On Wednesday, doctor the benchmark WOD is “Cindy, information pills ” a AMRAP 20 of 5 pullups, order 10 pushups, and 15 squats. This may be the quintessential CrossFit WOD – it requires little equipment (a pull-up bar and a stop watch), it doesn’t seem too hard at first and the fitter you get, the tougher this Cindy gets. It is simple and elegant in it’s design and execution.
10 rounds is a great goal for a new athlete, 20 rounds is a great score for a fit athlete, 25 rounds and above is face melting fitness.
If you have 1 pull-up, I recommend doing the entire WOD as prescribed. That means you do 1 pull-up, then stand around until your strength comes back, then do your second, working up to 5. If you have the ability to do 1 pull-up, you likely have the ability to do the pushups and the squats. Take your time and get an RX score. Over the coming weeks and months, your fitness will expand, and this WOD will become something you attack.
Generally, athletes will scale the pullups first. I recommend body pulls or using the band over jumping pullups here. With all the squatting, I would prefer you to reap the benefits of pulling your body weight. Just like the pullups, if you can do 1 real push up, do that, then rest until your strength comes back. If you have to scale, knees are acceptable, then wall pushups.
For nearly every one squatting is doable and for the really fit, the squatting is fast. That doesn’t mean you squat poorly. Maintain a good lumbar curve, keep your chest up and keep your weight on your heels. I promise, you can see some ugly squatting at the end of this. Please maintain good position.
Pick the the things you are good at in Cindy and attack them, using your weakness to rest. If the pullups are slow, take your time here, then attack the pushups and squats quickly and get back to pullups. You will catch your breath as you allow your strength to restore.
There can be, like 9 million transitions in Cindy. Each one can shave seconds of your rounds. Dropping immediately from a pull-up into a pushup will save time. I try to transition directly from a pushup into a squat – it’s kind of like a burpee. I pull my legs to my hands, setting my feet then stand up hard through my heels for squat 1. Think about your transitions and try to repeat your transitions each time.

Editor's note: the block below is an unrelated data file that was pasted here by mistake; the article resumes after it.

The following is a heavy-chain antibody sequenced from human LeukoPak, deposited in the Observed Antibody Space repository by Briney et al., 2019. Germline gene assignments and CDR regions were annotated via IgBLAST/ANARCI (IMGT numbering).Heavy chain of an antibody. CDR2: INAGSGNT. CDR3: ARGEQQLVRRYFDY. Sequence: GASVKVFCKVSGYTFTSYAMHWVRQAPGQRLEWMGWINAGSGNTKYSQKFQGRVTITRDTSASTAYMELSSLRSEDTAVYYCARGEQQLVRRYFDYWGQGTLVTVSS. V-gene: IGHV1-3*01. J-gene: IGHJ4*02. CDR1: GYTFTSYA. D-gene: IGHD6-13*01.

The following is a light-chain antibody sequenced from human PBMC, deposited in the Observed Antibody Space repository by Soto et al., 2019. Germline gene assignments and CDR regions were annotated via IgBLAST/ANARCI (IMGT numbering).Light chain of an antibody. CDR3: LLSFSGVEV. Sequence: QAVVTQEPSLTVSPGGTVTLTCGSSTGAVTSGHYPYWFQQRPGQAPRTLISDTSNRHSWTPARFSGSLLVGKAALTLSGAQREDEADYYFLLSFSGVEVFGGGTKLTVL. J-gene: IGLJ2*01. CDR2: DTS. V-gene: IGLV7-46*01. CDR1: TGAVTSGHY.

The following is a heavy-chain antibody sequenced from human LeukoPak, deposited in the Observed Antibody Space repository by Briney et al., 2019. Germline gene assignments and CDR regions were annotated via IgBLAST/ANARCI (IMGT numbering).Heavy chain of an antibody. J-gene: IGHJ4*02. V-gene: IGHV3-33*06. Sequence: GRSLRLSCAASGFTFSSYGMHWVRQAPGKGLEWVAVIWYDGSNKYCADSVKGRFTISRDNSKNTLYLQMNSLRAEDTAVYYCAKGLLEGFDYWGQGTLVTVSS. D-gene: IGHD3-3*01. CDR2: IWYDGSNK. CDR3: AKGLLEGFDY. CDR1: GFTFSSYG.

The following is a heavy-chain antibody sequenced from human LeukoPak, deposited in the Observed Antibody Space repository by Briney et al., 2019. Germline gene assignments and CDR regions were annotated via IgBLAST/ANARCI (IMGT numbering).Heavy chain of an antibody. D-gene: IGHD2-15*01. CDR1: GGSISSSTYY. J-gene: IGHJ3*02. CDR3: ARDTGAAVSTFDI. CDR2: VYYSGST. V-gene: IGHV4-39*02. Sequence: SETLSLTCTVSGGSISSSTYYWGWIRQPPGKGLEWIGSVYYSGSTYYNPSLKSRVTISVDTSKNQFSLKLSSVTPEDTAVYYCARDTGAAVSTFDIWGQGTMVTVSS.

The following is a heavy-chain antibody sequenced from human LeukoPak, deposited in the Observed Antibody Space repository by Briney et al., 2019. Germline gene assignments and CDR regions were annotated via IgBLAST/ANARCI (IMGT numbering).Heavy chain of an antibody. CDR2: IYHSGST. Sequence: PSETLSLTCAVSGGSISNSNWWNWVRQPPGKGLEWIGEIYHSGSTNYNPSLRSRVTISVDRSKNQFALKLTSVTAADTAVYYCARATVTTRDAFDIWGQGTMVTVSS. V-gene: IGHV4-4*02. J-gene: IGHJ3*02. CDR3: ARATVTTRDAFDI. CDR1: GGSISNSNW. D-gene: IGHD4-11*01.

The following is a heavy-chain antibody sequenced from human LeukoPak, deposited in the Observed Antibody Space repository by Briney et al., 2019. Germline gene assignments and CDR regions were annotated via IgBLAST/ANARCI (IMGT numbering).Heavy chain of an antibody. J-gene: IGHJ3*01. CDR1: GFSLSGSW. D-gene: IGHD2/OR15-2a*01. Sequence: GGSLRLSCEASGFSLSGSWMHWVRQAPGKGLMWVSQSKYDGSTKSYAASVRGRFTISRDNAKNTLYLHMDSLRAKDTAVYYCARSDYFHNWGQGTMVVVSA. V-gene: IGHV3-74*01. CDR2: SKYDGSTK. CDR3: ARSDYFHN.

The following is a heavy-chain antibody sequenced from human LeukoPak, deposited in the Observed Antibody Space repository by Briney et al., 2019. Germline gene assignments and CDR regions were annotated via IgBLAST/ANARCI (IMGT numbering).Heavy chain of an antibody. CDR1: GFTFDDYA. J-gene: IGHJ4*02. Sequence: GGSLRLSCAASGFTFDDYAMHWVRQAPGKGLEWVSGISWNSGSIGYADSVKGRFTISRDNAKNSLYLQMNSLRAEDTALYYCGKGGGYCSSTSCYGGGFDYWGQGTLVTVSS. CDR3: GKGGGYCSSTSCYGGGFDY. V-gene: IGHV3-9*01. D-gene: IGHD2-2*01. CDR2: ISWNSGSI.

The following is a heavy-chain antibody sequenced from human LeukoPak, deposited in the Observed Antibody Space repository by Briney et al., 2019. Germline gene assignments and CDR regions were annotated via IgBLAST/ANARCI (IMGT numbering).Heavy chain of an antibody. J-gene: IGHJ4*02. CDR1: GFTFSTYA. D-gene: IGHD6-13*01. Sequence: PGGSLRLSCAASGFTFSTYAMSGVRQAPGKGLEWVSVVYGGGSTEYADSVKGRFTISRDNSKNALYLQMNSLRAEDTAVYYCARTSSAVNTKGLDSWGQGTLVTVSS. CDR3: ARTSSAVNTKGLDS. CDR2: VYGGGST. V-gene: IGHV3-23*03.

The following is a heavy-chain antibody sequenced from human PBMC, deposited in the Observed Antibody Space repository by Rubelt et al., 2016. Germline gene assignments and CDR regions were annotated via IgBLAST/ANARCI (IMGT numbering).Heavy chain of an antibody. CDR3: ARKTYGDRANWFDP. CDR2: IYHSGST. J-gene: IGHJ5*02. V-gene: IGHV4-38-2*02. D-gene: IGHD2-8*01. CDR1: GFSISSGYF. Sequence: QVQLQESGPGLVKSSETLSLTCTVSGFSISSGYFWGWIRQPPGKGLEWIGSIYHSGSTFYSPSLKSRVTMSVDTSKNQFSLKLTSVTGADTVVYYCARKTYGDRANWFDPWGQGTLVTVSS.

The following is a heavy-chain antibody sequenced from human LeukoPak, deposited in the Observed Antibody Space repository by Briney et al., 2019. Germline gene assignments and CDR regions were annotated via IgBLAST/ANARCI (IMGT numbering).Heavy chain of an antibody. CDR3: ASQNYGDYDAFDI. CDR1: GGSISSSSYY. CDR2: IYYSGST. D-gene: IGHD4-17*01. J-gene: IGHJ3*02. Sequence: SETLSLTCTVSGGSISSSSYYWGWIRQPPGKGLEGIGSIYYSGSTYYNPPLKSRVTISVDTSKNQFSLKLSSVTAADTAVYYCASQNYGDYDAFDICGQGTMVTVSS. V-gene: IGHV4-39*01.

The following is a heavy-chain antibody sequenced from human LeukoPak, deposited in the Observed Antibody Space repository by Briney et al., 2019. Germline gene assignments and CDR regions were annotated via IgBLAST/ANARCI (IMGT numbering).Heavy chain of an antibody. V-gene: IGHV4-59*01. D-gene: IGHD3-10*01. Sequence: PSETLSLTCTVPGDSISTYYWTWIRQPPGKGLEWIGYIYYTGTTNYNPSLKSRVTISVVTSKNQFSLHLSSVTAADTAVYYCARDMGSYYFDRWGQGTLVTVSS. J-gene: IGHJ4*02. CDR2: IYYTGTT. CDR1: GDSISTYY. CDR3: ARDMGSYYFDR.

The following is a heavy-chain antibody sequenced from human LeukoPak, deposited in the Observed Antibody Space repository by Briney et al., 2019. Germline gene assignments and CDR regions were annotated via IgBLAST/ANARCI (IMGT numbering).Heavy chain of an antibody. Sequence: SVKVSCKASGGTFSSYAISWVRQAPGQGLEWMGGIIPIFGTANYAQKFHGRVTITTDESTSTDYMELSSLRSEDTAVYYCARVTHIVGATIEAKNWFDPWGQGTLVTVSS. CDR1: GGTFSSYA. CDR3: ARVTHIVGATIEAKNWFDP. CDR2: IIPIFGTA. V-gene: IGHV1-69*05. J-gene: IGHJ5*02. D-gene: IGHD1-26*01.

Hand care (Chalk)
Cindy can be a lot of pullups. Your hands will get sweaty and doing pushups will wipe chalk from your hands. As I’ve said before, keeping your hands dry can be just as important as keeping them chalked. We have towels, but they tend to go quick so you may want to bring a small hand towel to dry your hands. Make sure you shave your calluses before the WOD. I recommend shaving them down the night before (or in the morning). Sometimes shaving can leave your hands a little sensitive. If you have the tendency to tear, tape your hands. I’ll be taping before the 100s WOD at Regionals. I tore last year on the big pull-up WOD at Regionals. 120 pullups on a bar warmed by the San Jose sun – that sucked. PLEASE DO NOT tape the pull-up bars.
Hydration and Nutrition
To me, 20 minutes is rather long for an all out effort (which is what Cindy should be). If you are RX’ing or have an ideal scaling option, you will be working your ass off from the call of 3-2-1 Go! to TIME! Make sure you are properly hydrated throughout the day. I recommend not eating within 2 hours of tackling Cindy, as your body may prioritize others things (like breathing and pumping blood) over what’s in your stomach. Eating before 20 plus rounds of Cindy is a pretty good way to meet Pukie.
Shoes (or lack thereof)
I recommend weightlifting shoes for Cindy. They will help you on the squatting. But, you may find weightlifting shoes uncomfortable on pushups or heavy on pullups. Over time, I recommend you get used to it, as I believe the benefit of weightlifting shoes are that great. If you find yourself going to your toes in your shoes, you may want to try going barefoot. This will put you well on your heels. This may not be an issue anymore with the Nano’s and Inov-8s. Chuck Taylor’s (or my sweet Adidas Rod Laver’s) are good for this WOD.
Working in a group
You will get your best score on this WOD if you develop your own little workspace (sometimes called your phone booth). If classes are crowded, I would prefer to run 2 heats to allow for the best scores. If you go first, I recommend running or rowing to flush your legs after all the squatting. Keep the pace conversational, at work at 60% of your perceived exertion rate. If you go second, I recommend 3-5 intervals on the rower, air dyne or running. 2 minutes work, 2 minutes rest to fill the lungs with air and get you blood going.
If you have never gotten 20 rounds before, this is a conservative way to try. Basically, you do a round at the top of each minute, then rest for the remainder of the minute. My recommendation here is to get through the movements as quickly as possible, giving you the most time to rest. At one time a round took me just over 30 seconds (so I would get 28 or so seconds of rest a minute).
The good thing about OTM is that is you feel good, you can pick up the pace in the last 5 minutes (or wherever you choose) and sprint to the finish.
I would only recommend using this approach if you are extremely confident you will get 22 or more rounds and are looking to get more. Basically, go out hard and try to hang on. If find with this approach, I may do 2 rounds a minute for 5 minutes, then slow to 2 rounds every 90 seconds, finally slowing to a round a minute. Keeping focus over the whole 20 minutes can be tough.
Of course, you can try all different combinations – 2 rounds then rest 30 seconds, do a round then rest 5 seconds (or 10). It’s up to you, but be thoughtful about your plan. Expect a coach to ask you what your plan is.
Bill leans in the work.
Workout of the Day